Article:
PagerDuty’s Intelligent Alert Grouping (IAG) ‘learns’ based upon historical TBAG grouping and responders manually merging alerts into incidents. If IAG makes sense in your future (and it will unless responders are dedicated to doing this manual correlation and merging, it can be challenging to do this within the PD Alert UI), you won’t want to influence what IAG may do with bogus groups that could happen with broad based “Monitoring Services”.
Net net here is you probably don’t want to use alert grouping on big, broad based “Monitoring Services” for fear that things are grouped incorrectly and something uber important is missed.
The Journey along the “Signal to Insight to Action” Path Leads to a Peaceful On-Call Experience!
All PagerDuty customers are entitled to use Global Event Routing and certain Global Event Rules to process and route incoming events to the appropriate service. If you’re following the default Nagios – PagerDuty integration guide and directly integrating with the service, you’re
Building upon this basic Global Event Routing capability is the broader Event Intelligence offering and its own associated Global Event Rules providing a growing toolbox of capabilities to deal with the operational realities of your environment.
When deployed properly you’ll efficiently move from signal to insight to action by ensuring the right events land on the right services at the right time so the right responder/team have the right context to take the right action. Whew, that’s a mouthful – but that’s the real goal here right? If you could avoid waking up Fred, Sally and Shika at 3 AM with non-actionable, low urgency events, WHY WOULDN’T YOU WANT TO DO THAT?
Any of this sound familiar
- Alert fatigue from too much noise in your monitoring tools? No problem, there’s a rule for dealing with that!
- False positive alerts waking people up at 3 AM due to reoccurring maintenance windows? No problem, there’s a rule for dealing with that!
- Crappy alert metadata leading to missed issues or long MTTA/R because on-call responders don’t grok what the alert is trying to tell them or don’t know what to do next? No problem, there’s a rule for dealing with that!
Don’t Let “Business As Usual” or “We’ve Always Done it This Way” Hold You Back!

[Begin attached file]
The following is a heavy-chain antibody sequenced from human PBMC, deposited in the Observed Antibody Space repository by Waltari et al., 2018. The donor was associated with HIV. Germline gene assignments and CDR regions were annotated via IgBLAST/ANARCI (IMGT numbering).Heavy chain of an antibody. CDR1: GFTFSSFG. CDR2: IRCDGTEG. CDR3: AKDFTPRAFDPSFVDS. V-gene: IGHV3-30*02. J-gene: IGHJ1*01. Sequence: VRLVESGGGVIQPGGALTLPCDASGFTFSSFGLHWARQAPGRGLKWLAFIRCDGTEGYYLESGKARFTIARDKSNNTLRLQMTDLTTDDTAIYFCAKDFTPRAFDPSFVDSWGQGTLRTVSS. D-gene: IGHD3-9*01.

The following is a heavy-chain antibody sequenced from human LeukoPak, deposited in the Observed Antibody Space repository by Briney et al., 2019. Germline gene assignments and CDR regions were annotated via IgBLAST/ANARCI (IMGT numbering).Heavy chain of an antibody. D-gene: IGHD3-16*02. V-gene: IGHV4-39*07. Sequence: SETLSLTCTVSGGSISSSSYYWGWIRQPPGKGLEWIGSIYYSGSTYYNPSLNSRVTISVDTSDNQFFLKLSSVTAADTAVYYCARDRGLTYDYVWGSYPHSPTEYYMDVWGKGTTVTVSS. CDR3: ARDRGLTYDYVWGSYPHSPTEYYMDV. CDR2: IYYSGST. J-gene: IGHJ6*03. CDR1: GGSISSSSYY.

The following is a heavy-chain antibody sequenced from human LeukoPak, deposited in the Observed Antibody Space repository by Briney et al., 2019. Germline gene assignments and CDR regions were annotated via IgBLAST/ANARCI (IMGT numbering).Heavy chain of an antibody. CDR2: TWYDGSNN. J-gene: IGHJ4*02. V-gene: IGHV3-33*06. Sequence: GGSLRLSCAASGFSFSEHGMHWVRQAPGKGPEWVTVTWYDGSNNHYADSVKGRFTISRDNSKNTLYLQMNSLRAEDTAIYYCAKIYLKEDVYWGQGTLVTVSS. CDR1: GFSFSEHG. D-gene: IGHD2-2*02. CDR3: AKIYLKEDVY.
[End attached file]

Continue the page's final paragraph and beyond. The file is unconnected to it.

Imagine a situation where Nagios is deployed and monitoring ALL of your infrastructure – dozens, hundreds maybe thousands of nodes, services, interfaces, URLs, etc. This would take considerable time and effort to move away from! (Worse, you probably have at least a dozen tools all set up similarly with PagerDuty!)
Imagine the sheer amount of manual work to move from your “Business as Usual” configuration of Nagios and PagerDuty “Monitoring Services” to something better – maybe you’re nervously thinking how you might unpack your “Nagios Service” – it may go something like this:
- Discover and map out exactly what’s being monitored by Nagios – “I think Nagios Ned can help me with that…”
- Discover server, application, ‘thing’ owners – “ugh, I have to talk with that group/person…”
- Discover context of what that ‘thing’ does, what it supports, what is impacted when problems found – “uh oh, I’m feeling really uncomfortable…”
- Discover what the appropriate operational response needs to be for all event classes/types and who’s responsible – “more meetings…fml…”
- Translate all of the above to appropriate PagerDuty configurations following best practices – “a whole lot of point+click coming my way…”
There is a much better way and I have some ‘magic pixie dust’ that can help you optimize this!
Where do we go from here?
The next few posts I’ve got in mind build out something like this:
- Growing up from the Nagios – PagerDuty defaults – Crawling away from the default “Monitoring Service”
- Introducing the Global Event Routing API – Walking in with your eyes wide open
- Extending Nagios with Custom Attributes – Running with PagerDuty like a champ
- Applying Event Intelligence to improve your Nagios + PagerDuty experience for on-call responders
- Magic Pixie Dust – How PagerDuty can help you ADAPT to a better way of doing things in ops and on-call when using Nagios